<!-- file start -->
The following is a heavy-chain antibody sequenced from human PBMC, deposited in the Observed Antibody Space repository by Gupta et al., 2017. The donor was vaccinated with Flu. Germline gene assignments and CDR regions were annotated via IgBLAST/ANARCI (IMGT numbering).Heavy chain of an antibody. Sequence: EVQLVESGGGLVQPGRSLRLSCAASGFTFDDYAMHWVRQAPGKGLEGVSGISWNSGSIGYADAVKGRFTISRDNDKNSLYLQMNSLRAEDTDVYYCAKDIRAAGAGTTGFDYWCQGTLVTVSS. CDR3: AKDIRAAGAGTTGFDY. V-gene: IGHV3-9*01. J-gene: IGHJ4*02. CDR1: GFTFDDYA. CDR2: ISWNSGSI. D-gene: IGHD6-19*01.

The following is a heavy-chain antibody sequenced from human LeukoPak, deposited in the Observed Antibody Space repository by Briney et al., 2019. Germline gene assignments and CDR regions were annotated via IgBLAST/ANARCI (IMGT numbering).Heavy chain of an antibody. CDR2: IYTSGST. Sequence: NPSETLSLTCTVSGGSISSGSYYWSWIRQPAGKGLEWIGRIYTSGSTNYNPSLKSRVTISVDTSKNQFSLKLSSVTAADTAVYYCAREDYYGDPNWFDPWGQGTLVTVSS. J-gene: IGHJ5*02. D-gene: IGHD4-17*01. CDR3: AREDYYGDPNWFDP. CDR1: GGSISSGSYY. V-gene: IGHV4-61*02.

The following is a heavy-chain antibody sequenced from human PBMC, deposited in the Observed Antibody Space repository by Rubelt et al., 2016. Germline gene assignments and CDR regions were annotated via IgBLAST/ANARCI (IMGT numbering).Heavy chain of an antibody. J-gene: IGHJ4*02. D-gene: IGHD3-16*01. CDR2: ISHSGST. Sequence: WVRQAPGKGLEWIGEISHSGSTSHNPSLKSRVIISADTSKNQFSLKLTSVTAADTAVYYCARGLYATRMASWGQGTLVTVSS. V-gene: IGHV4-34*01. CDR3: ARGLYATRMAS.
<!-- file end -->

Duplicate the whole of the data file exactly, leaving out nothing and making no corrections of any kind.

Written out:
The following is a heavy-chain antibody sequenced from human PBMC, deposited in the Observed Antibody Space repository by Gupta et al., 2017. The donor was vaccinated with Flu. Germline gene assignments and CDR regions were annotated via IgBLAST/ANARCI (IMGT numbering).Heavy chain of an antibody. Sequence: EVQLVESGGGLVQPGRSLRLSCAASGFTFDDYAMHWVRQAPGKGLEGVSGISWNSGSIGYADAVKGRFTISRDNDKNSLYLQMNSLRAEDTDVYYCAKDIRAAGAGTTGFDYWCQGTLVTVSS. CDR3: AKDIRAAGAGTTGFDY. V-gene: IGHV3-9*01. J-gene: IGHJ4*02. CDR1: GFTFDDYA. CDR2: ISWNSGSI. D-gene: IGHD6-19*01.

The following is a heavy-chain antibody sequenced from human LeukoPak, deposited in the Observed Antibody Space repository by Briney et al., 2019. Germline gene assignments and CDR regions were annotated via IgBLAST/ANARCI (IMGT numbering).Heavy chain of an antibody. CDR2: IYTSGST. Sequence: NPSETLSLTCTVSGGSISSGSYYWSWIRQPAGKGLEWIGRIYTSGSTNYNPSLKSRVTISVDTSKNQFSLKLSSVTAADTAVYYCAREDYYGDPNWFDPWGQGTLVTVSS. J-gene: IGHJ5*02. D-gene: IGHD4-17*01. CDR3: AREDYYGDPNWFDP. CDR1: GGSISSGSYY. V-gene: IGHV4-61*02.

The following is a heavy-chain antibody sequenced from human PBMC, deposited in the Observed Antibody Space repository by Rubelt et al., 2016. Germline gene assignments and CDR regions were annotated via IgBLAST/ANARCI (IMGT numbering).Heavy chain of an antibody. J-gene: IGHJ4*02. D-gene: IGHD3-16*01. CDR2: ISHSGST. Sequence: WVRQAPGKGLEWIGEISHSGSTSHNPSLKSRVIISADTSKNQFSLKLTSVTAADTAVYYCARGLYATRMASWGQGTLVTVSS. V-gene: IGHV4-34*01. CDR3: ARGLYATRMAS.